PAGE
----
The Trump administration intervened in a $15 billion dollar agreement between Siemens AG and the Iraqi government, convincing Baghdad to opt for General Electric Co. instead, reports said.
Iraq on Monday signed a memorandum of understanding with the American power company, after U.S. officials suggested to Iraqi Prime Minister Haider al-Abadi that the Siemens deal might jeopardize the two countries' bilateral relations, Financial Times and Bloomberg reported, citing two unnamed administration officials.
The Financial Times said the Trump administration had reminded the Iraqi government that 7,000 U.S. personnel had died since the 2003 invasion which overthrew Saddam Hussein.
The officials said the Trump administration suspected Iran had pushed Iraqi leaders toward the Siemens deal to undercut ties with Washington. The Trump administration has been trying to curb Tehran's influence in Baghdad, including Iraqi dependence on Iranian natural gas, since President Donald Trump pulled out of the 2015 nuclear deal.
"This is part of very strong campaign of engagement in Iraqi government formation and a very targeted effort to support the Iraqi government and minimize Iranian influence," Bloomberg quoted Garrett Marquis, a National Security Council spokesman, as saying.
"It's part of our overall effort to evict the Iranians rather than to invite them in," he said.
GE, which has been battling a severe downturn in its power division, would be considerably helped by the sale, which could be included in its figures when it reports its third-quarter earnings on Oct. 30.
The deal with Boston-based GE could see Iraq's power-generation capacity expand by two to three gigawatts by next summer.
In addition to the GE deal, the U.S. Sunday signed a wider-reaching memorandum of understanding with Iraq to expand its energy sector and improve its energy independence, officials said. It includes U.S. companies helping Iraq build power generation and transmission lines and upgrading its existing capacity.
Iran supplies about 12 million cubic meters of natural gas each day to Iraq, providing one-fifth of its power generation, according to the U.S. Institute for Peace.
U.S. officials are pushing to finalize the deal before Nov. 5, when U.S. sanctions on Iran come back into effect. The Trump administration is also pressuring Baghdad to finish a deal for two electricity projects in the south of the country, threatening to impose sanctions on certain energy arrangements – such as the natural gas imports from Iran – if it doesn't come to an agreement with the U.S.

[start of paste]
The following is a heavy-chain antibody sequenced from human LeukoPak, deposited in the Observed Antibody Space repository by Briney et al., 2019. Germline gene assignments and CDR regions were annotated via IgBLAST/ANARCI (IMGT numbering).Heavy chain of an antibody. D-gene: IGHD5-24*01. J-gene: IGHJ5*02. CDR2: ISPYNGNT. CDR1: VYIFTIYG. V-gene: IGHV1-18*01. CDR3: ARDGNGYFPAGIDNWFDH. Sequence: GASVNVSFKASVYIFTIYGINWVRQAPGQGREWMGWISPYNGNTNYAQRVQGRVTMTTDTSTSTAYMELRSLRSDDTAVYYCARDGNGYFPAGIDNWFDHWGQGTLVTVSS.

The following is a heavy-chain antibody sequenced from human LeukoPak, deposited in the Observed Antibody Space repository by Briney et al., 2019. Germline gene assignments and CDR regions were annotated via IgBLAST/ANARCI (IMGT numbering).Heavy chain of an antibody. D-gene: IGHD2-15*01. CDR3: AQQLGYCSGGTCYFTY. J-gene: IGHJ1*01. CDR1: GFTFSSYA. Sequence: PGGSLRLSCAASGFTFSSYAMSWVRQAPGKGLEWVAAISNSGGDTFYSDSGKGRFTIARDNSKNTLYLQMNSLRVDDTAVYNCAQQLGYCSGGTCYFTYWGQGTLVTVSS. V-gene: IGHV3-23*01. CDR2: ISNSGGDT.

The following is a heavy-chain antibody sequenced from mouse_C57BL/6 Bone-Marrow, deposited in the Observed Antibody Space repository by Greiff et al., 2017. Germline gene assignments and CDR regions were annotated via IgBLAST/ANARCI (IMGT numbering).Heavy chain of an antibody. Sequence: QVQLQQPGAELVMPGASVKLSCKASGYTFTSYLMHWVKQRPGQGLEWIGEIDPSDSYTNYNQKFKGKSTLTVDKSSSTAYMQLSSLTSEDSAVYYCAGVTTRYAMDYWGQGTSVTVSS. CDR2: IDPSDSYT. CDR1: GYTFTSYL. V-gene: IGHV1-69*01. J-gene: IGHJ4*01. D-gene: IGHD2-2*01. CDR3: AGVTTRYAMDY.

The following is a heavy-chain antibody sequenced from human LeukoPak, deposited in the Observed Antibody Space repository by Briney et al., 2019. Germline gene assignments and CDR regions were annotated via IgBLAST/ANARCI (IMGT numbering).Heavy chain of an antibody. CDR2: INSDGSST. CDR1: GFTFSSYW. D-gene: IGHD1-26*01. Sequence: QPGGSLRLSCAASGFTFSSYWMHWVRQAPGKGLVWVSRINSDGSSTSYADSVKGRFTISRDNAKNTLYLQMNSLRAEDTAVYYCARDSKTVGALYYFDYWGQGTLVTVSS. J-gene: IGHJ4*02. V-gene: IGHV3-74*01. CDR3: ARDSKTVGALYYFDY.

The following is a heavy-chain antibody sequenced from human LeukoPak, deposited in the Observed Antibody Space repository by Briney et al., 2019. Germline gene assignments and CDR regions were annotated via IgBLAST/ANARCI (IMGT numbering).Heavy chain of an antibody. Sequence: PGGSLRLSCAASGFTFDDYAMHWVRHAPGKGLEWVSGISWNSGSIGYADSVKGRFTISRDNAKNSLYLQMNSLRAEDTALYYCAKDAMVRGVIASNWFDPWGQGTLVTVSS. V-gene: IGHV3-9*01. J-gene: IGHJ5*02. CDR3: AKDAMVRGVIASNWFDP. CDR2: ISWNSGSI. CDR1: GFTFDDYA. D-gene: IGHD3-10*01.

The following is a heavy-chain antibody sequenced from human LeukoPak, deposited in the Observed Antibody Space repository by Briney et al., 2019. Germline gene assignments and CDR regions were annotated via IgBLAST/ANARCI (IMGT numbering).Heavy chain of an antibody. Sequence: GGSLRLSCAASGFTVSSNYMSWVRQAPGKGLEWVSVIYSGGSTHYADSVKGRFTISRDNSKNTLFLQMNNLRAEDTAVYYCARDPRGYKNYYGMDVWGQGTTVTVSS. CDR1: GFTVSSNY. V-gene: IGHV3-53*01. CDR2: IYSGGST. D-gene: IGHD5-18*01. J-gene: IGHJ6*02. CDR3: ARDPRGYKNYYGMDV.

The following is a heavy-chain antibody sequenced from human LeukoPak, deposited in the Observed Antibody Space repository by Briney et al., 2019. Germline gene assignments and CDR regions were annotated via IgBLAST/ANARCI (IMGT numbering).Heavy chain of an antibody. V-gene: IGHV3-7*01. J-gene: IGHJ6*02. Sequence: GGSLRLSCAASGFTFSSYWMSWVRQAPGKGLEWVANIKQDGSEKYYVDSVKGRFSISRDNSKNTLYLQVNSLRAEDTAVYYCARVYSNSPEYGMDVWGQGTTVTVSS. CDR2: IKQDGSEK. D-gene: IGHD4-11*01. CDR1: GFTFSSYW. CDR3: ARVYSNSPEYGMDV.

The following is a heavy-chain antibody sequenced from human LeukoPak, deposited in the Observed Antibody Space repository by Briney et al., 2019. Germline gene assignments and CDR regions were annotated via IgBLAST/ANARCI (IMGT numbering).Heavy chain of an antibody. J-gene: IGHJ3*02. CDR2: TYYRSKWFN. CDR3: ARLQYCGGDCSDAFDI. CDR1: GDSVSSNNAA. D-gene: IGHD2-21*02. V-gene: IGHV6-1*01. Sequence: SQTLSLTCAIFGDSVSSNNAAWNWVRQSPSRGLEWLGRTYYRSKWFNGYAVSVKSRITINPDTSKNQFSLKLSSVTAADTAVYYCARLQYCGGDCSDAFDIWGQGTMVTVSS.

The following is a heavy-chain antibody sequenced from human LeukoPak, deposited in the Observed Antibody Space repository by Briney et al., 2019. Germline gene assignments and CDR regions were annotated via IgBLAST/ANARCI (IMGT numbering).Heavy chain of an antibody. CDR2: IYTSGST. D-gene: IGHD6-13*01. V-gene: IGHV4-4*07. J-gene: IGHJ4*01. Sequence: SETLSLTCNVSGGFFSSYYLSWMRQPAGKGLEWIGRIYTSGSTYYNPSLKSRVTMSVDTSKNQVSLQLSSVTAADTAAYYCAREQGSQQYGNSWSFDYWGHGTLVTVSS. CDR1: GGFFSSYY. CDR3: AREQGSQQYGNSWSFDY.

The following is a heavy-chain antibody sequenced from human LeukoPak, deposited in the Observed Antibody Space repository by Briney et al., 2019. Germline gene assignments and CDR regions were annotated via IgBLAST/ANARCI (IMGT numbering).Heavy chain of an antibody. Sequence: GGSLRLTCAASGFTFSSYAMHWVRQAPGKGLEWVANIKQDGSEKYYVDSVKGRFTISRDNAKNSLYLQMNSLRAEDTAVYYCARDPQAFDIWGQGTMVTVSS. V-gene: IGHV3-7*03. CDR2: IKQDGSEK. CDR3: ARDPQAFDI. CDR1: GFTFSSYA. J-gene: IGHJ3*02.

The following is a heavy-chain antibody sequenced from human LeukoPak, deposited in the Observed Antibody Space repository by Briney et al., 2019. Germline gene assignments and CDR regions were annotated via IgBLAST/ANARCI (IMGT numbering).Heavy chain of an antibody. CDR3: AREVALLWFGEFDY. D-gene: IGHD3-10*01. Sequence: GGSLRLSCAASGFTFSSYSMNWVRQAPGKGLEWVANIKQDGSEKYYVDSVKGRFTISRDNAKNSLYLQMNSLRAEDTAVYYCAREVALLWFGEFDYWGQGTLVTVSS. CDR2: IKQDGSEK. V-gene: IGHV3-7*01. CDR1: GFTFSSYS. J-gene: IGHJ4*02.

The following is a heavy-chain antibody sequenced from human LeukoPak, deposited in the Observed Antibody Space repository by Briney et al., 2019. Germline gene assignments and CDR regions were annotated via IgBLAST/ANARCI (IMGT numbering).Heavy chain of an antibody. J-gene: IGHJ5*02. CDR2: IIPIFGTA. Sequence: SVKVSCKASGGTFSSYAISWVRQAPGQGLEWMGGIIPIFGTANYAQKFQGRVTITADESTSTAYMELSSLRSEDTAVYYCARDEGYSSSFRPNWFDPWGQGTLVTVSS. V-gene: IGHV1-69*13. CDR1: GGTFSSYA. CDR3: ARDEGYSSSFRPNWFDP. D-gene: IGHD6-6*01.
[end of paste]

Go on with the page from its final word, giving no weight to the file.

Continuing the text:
Both the U.S. and Germany have been vying for the energy deals.
In February, Siemens made an offer to build new power plants in Iraq over four years with an output of 11 gigawatts. Such an increase in energy production would increase the number of Iraqis who have access to reliable electricity by 50 percent to 23 million.
The value to Siemens could be worth around 11 billion euros ($12.70 billion), and would support its ailing energy division, whose profit has slumped 60 percent in the first three quarters of this year.
Siemens Chief Executive Joe Kaeser had traveled to Iraq in September and spoke with outgoing Iraqi Prime Minister Haider al-Abadi about the contract.
The U.S. suspected Kaeser was in Iraq to seal the deal with Baghdad but the Trump administration ramped up pressure and managed to stall Abadi on the issue.
Since then Abadi has been replaced by Adel Abdul-Mahdi.
"We still believe we have put the most beneficial and comprehensive plan for the Iraqi people on the table, extending far beyond power infrastructure," Siemens spokesman Philipp Encz said Thursday in regard to reports.
"We remain committed to our Iraqi road map and supporting the Iraqi people and re-powering the country."
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